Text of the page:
Skip to content

Cylinder in a Crossflow


This problem considers a 2D cylindrical obstacle (diameter d=0.02 m) within an incompressible flow. Inflow velocity U_0 = 10 m/s, kinematic viscosity \nu = 0.001 m^2 /s, Reynolds number \mathrm{Re} \approx 200. More information can be found here.

CFD Setup

Air at 20^\circC should be defined as material for the simulation (Material parameters are inside the air.xml file.). The speed of sound of air can be assumed to be c_0 \approx 343.5 \frac{m}{s}. The computational aeroacoustic domain is depicted below.

CAA Setup

Inside the source region, a transient incompressible CFD Simulation is performed. Thereafter, aeroacoustic sourceterms can be computed from the obtained flow field. We then solve the Perturbed Convective Wave Equation (PCWE)

\frac{1}{c^2} \, \, \frac{\mathrm{D}^2\psi^{\rm a}}{\mathrm{D} t^2} - \nabla \cdot \nabla \psi^{\rm a} = - \frac{1}{\bar \rho c^2}\, \frac{\mathrm{D} p^{\rm ic}}{\mathrm{D} t}

for this low Mach number \mathrm{Ma} \approx \frac{U_0}{c_0} = 0.03 \ll 0.3 flow. The convective wave equation fully describes acoustic sound generated by incompressible flow structures and its wave propagation. The only unkown is the acoustic scalar potential \psi^{\rm a} . In order to receive the acoustic pressure, we have to derive the scalar potential and scale it with the density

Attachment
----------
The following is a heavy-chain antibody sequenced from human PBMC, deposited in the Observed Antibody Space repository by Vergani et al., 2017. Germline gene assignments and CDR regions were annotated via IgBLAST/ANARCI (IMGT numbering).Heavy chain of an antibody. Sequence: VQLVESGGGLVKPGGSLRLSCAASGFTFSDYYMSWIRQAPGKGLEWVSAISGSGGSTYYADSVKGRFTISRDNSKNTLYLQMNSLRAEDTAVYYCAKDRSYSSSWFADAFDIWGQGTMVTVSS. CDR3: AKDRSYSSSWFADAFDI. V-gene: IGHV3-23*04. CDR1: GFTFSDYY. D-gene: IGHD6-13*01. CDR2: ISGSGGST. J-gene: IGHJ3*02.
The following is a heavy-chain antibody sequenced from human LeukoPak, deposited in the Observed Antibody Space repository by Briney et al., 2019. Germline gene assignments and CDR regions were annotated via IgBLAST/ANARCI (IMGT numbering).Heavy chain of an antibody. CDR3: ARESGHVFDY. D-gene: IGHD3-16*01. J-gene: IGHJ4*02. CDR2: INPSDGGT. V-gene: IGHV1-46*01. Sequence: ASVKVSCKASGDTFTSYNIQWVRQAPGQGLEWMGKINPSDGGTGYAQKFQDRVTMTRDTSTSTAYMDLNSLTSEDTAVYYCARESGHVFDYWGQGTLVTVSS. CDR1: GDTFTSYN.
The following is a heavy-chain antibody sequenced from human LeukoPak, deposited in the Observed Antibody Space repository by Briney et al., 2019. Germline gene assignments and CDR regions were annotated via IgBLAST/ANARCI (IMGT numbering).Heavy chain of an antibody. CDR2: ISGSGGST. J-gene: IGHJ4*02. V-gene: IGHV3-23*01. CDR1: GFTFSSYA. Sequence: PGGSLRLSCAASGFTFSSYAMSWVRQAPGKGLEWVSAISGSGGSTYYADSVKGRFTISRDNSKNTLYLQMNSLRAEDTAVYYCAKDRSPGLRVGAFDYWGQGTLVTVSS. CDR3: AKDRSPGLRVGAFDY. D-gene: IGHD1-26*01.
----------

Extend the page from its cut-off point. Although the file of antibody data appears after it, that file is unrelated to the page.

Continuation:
p^\mathrm{a} = \rho_0 \frac{\mathrm{D} \psi^\mathrm{a}}{\mathrm{D} t} \,.

For this problem, the convective part of the operator \frac{\mathrm{D}}{\mathrm{D} t} = \frac{\partial}{\partial t} + \boldsymbol{\bar{v}} \cdot \nabla has a negligible effect on the acoustic field. Therefore, the convective part of the RHS source term \boldsymbol{v} \cdot \nabla p^{\rm ic} is neglected for simplicity.

Here you can download the full simulation setup. The convective part is taken into account in the file_PCWE files and neglected in the file_dpdt files.

Perform Transient Flow Simulation with openFOAM (openFoam v11)

In older openFoam versions (before v10), the file physicalProperties was named transportProperties

Based on the Strouhal number for flows around obstacles of \mathrm{St} \approx 0.2 we estimate a vortex shedding frequency of

f = \mathrm{St} \frac{U_0}{d} \approx 100 \,\mathrm{Hz}

Therefore we choose a timestep of \Delta t_\mathrm{CA} = 5 \cdot 10^{-4} \,\mathrm{s} \approx \frac{1}{20 f}.

  • Set up the OpenFoam Mesh
  • Define Boundary Conditions
  • Velocity inlet
  • Pressure outlet
  • Specify transient controls and solution methods